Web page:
Over a thousand matches on touchlines as a senior coach ought to arm a manager for most things, but this weekend, in Skopje, North Macedonia, Luciano Spalletti is wary of the unexpected, of an ambush. It is his debut in charge of Italy’s national team, a treacherous qualifier for the finals of a competition where the Azzurri are, so far, unconvincing defending champions.
North Macedonia, away, is no easy introduction. First, it is a fixture with eerie phantoms from the recent past. Eighteen months ago, with Roberto Mancini at the helm, Italy faced the same opposition in Palermo. The assignment was a comfortable looking one-off playoff semi-final for a place at the World Cup.
But an impotent Italy struggled to break the underdogs down. In stoppage time, North Macedonia scored a breakaway goal, their 1-0 win putting the ticket to Qatar out of reach of Italy. It was the second successive World Cup finals the Italians had failed to reach.
This is the enigmatic institution Spalletti takes over: champions of Europe but World Cup no-shows. A national team that has lost three of its last five matches but with an immense longer history, a strong sense of its identity, a huge pride in its tactical sophistication and ample evidence that few sporting cultures produce such shrewd thinkers about the game than Italian football does.
For that, its coaches are in such global demand. Carlo Ancelotti, record-setting club manager, is wanted by Brazil; Roberto de Zerbi, of Brighton and Hove Albion, is hailed as the great innovator of the English Premier League; Antonio Conte is high on every troubled superclub’s wish-list of firefighters.
To that catalogue of admired Italian coaches, add Mancini, headhunted last month by ambitious Saudi Arabia for its national team, a transfer swoop as significant as most of those carried out this summer by the leading clubs of the Saudi Pro League. In Newcastle, 24 hours before Spalletti makes his bow in Skopje on Saturday, Mancini takes command of the Green Falcons for the first time, in a friendly against Costa Rica.
Italians will be monitoring the outcome with interest. Mancini has been sharply criticised in Italy for his abrupt departure from the Azzurri job, which he had kept despite the World Cup play-off shock, which he left with less than a year to go before Italy’s defence of the Euros - assuming they qualify - begins in Germany next June.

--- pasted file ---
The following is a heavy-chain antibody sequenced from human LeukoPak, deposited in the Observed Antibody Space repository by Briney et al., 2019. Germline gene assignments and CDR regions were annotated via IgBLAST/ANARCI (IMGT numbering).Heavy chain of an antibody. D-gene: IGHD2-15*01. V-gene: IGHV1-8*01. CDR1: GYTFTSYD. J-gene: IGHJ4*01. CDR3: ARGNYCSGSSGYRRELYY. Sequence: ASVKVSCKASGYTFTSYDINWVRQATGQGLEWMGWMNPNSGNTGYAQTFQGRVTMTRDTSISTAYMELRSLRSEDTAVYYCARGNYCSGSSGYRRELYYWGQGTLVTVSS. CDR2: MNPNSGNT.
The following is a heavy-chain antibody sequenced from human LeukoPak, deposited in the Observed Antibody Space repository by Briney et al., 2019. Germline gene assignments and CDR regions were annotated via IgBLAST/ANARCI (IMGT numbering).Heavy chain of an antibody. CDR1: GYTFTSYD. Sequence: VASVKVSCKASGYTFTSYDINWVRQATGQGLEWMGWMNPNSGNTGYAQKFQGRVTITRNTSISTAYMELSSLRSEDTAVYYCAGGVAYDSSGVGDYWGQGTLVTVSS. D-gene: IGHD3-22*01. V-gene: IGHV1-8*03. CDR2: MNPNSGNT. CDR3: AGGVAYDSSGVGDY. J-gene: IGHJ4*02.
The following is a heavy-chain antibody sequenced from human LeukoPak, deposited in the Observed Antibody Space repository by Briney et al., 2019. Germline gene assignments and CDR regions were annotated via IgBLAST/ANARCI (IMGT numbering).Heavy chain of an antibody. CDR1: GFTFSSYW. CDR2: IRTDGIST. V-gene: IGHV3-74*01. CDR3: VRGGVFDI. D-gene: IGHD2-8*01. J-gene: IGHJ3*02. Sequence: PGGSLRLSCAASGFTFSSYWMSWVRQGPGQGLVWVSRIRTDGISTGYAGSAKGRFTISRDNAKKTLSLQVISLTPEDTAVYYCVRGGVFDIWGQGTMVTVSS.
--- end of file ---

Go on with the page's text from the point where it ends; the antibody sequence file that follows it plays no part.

Suggestions that the happy chemistry that led Italy to triumph at Euro 2020 - staged in 2021 - had faded have also been aired since Mancini quit. “Something broke,” said the Juventus midfielder, Manuel Locatelli, one of the heroes of the last Euros, “and he and I had different ideas.”
Locatelli had drifted away from the core of players preferred by Mancini. Form also slipped. Since the seismic defeat to North Macedonia, Italy have lost by three-goal margins in competitive matches to Argentina - in the Finalissimo, the one-off fixture between the champions of Europe and South America - and to Germany.
A home loss to England, for the first time in over 60 years, set back the Euro 2024 qualifying campaign that is now under new management.
Spalletti, who guided a free-scoring, fluent Napoli to the top of last season’s Serie A, ending a 33-year title drought for the club, has not been critical of his predecessor, and though he hints at a fresh tactical approach, he introduced himself to his first job as national manager with self-deprecation. “I may not be the best possible coach for Italy, but I will be the best possible Spalletti,” he smiled.
The best of Spalletti, who began his senior coaching career in 1994, was the version that galvanised Napoli over the last 12 months: it was his first scudetto - Italian league title - after no fewer than four runners-up medals while managing Roma, and fourth-placed finishes at Inter (twice) and Udinese (once).
Italy’s luck was that, in June, Spalletti had asked to step down at Napoli, seeking a rest. Napoli said a reluctant yes. Having taken up the vacancy left by Mancini, Napoli are now seeking compensation from the national federation because Spalletti had a year left on his Napoli contract.
He has six group qualifying matches to make up the three-point gap between Italy’s third spot and Ukraine, in second place, including the home game against Ukraine on Tuesday. But he is without several leaders from the Euro 2020 campaign, including Leo Bonucci and Marco Verratti, both of whom spent the summer at odds with their clubs - Bonucci has now left Juventus and joined Union Berlin; Verratti is negotiating his exit from Paris Saint-Germain.
Like Mancini, Spalletti wonders who Italy’s best centre-forward might be, a choice between the veteran Ciro Immobile; the younger Mateo Retegui, born and raised in Argentina and called on, earlier this year, to take advantage of a grandparent’s Italian heritage by Mancini; or Giacomo Raspadori, who came to Napoli on Spalletti’s watch but was mostly used from the bench, an understudy to Victor Osimhen.
Italy have no Osimhen, nor a Kylian Mbappe, an Erling Haaland or a Harry Kane. Their new head coach, like his predecessor, will have to work on that deficit.